BRIDGEPORT — A new logistics facility on the South Side near the Chicago River could introduce hundreds more cars and industrial work to the area, residents say, creating traffic hazards and environmental concerns.
Prologis, based in San Francisco, is planning the facility at 2500 S. Corbett St. and 2420 S. Halsted St. in Bridgeport. Residents were told hundreds of employees will be based there, according to an email from law firm DLA Piper that was obtained by Block Club.
The facility will be an environmental burden on the area, residents say.
Anna Schibrowsky, the community development leader of the Bridgeport Alliance, said the project will bring diesel, gas and brake pad pollution to the air and river due to an increase in truck traffic.
Schibrowsky said Prologis will install electric vehicle charging stations, but there is no guarantee the company will use the devices.
Prologis representatives did not respond to a request for comment.
Lydia Arroyo, a member of the Southwest Environmental Alliance, said the South Side already is “overburdened” with industrial projects.
“I don’t think we need to add other companies that are going to be adding pollution on top of what we already have, which is going to just going to complicate things more and make things worse off for everybody in the community,” Arroyo said.
Southwest Side residents already vulnerable to environmental pollution due to diesel trucks, “noxious odors,” and “dusty materials,” according to research from the National Resources Defense Council, an environmental non-profit.
Bicyclists also contend the development will make their daily commute much more dangerous.
Trucks will leave the logistics center on Halsted on the north side of the Halsted Orange Line. Roughly 232 “light commercial vehicles” will depart from the facility daily, according to the email from DLA Piper.
About 16 semi-trailers and more than 140 “flex drivers” — people with cars — will deliver to the facility every evening.
Kate Lowe, a resident of Bridgeport who commutes to work on her bike on Halsted, said the proposed facility is a “life-or-death question” for bicyclists.
Chris Kanich said he often bikes on Halsted from his home in Bridgeport to the University of Illinois at Chicago campus. The new industrial traffic will add to the “decent” amount of pedestrian and bicycle traffic around the busy Halsted Orange Line stop.
“Turning trucks is well understood to be one of the most dangerous things to cyclists in the city,” Kanich said. “If you look at most of the recent fatalities — even the ones that are on Halsted but not that far away from here — [they] have to do with a truck turning and not seeing a cyclist.”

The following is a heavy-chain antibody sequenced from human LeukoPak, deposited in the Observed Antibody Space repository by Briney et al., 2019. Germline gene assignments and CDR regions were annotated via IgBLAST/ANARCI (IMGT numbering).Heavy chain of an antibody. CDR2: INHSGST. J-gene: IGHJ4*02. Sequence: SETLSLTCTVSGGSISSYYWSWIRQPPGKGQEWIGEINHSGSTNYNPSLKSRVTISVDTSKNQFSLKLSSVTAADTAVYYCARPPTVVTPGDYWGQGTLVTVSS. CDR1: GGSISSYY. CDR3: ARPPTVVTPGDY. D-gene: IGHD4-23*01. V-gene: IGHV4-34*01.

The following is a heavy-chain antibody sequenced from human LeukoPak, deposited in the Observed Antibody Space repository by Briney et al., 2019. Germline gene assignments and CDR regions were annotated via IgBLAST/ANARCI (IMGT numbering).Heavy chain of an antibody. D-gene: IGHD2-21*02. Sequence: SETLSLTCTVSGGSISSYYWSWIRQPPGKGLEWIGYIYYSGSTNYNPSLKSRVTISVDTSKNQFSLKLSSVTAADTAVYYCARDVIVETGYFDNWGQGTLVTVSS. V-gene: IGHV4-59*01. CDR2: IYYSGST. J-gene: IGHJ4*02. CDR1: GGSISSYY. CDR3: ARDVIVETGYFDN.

Residents also say the facility is not a good use of valuable riverfront property in Bridgeport. Architect Ann Lui said the Eleanor Boathouse in Bridgeport and Ping Tom Park in Chinatown are examples of projects along the river that were built with “buy-in from the community.”
“I think there could be so many possible uses of the site, which could prioritize environmentally friendly and sustainable developments, that prioritize civic space, that prioritize a transit-oriented walkable city that’s human scale,” Lui said. “Those all seem like really important values that I think most people in Bridgeport share.
“It seems important to give space to the planning process, so we can figure out what the community values and wants to see in that space, to give space to those kind of opportunities to maybe come to life.”
Peter Strazzabosco, spokesman for the city’s Department of Planning and Development, said in a statement the developer will make a formal presentation about the project later this week, after which an internal review process to discuss design issues and community concerns will ensue.
A zoning application will be filed Wednesday with City Council. The Chicago Plan Commission will host a public hearing about the project in the late summer or early fall before moving to the council’s Zoning Committee and the full council.
“The city of Chicago is committed to a robust review and approval process that considers the needs of all stakeholders in neighborhoods directly impacted by proposed projects,” Strazzabosco said.
Residents said they expressed their concerns during a community meeting hosted by Ald. Patrick Daley Thompson (11th) last month. Still, residents said they remain frustrated with the lack of solicited community input.
The alderman’s office did not respond to a request for comment.
“It seems like there’s projects and plans that are in the works for a while on the city’s side before residents ever get a chance to hear about them to offer input,” said Charlotte Piwowar, the chair of the Bridgeport Alliance.
“And frequently, the time that we have to hear about projects and offer input is when there’s a zoning change, at which point it’s usually almost too late to really have any kind of meaningful impact.”
Piwowar said the alliance is trying to coordinate with other community organizations to talk about environmental sustainability and how residents can contribute to a “community voice.”
“It’s not that the Bridgeport Alliance is against development in any sense, but more that we believe there should be a lot more opportunity for community input and vision to drive what happens,” Piwowar said.
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